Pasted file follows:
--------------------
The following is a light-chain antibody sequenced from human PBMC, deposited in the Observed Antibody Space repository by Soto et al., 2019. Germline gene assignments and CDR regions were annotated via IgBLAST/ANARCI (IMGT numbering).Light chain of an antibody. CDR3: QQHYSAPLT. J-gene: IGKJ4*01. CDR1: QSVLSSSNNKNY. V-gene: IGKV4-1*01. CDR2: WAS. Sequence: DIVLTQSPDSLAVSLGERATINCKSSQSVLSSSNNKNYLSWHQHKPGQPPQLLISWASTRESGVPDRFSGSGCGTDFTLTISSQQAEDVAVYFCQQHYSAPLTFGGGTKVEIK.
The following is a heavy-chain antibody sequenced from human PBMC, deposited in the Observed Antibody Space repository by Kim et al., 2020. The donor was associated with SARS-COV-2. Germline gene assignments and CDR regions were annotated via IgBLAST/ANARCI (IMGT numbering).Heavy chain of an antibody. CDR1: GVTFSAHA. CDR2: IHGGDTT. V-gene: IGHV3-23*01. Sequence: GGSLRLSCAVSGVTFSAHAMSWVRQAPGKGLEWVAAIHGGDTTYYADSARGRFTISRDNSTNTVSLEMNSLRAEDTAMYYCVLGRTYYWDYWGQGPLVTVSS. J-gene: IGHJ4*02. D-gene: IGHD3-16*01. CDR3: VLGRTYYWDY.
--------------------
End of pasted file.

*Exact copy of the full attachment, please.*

The following is a light-chain antibody sequenced from human PBMC, deposited in the Observed Antibody Space repository by Soto et al., 2019. Germline gene assignments and CDR regions were annotated via IgBLAST/ANARCI (IMGT numbering).Light chain of an antibody. CDR3: QQHYSAPLT. J-gene: IGKJ4*01. CDR1: QSVLSSSNNKNY. V-gene: IGKV4-1*01. CDR2: WAS. Sequence: DIVLTQSPDSLAVSLGERATINCKSSQSVLSSSNNKNYLSWHQHKPGQPPQLLISWASTRESGVPDRFSGSGCGTDFTLTISSQQAEDVAVYFCQQHYSAPLTFGGGTKVEIK.
The following is a heavy-chain antibody sequenced from human PBMC, deposited in the Observed Antibody Space repository by Kim et al., 2020. The donor was associated with SARS-COV-2. Germline gene assignments and CDR regions were annotated via IgBLAST/ANARCI (IMGT numbering).Heavy chain of an antibody. CDR1: GVTFSAHA. CDR2: IHGGDTT. V-gene: IGHV3-23*01. Sequence: GGSLRLSCAVSGVTFSAHAMSWVRQAPGKGLEWVAAIHGGDTTYYADSARGRFTISRDNSTNTVSLEMNSLRAEDTAMYYCVLGRTYYWDYWGQGPLVTVSS. J-gene: IGHJ4*02. D-gene: IGHD3-16*01. CDR3: VLGRTYYWDY.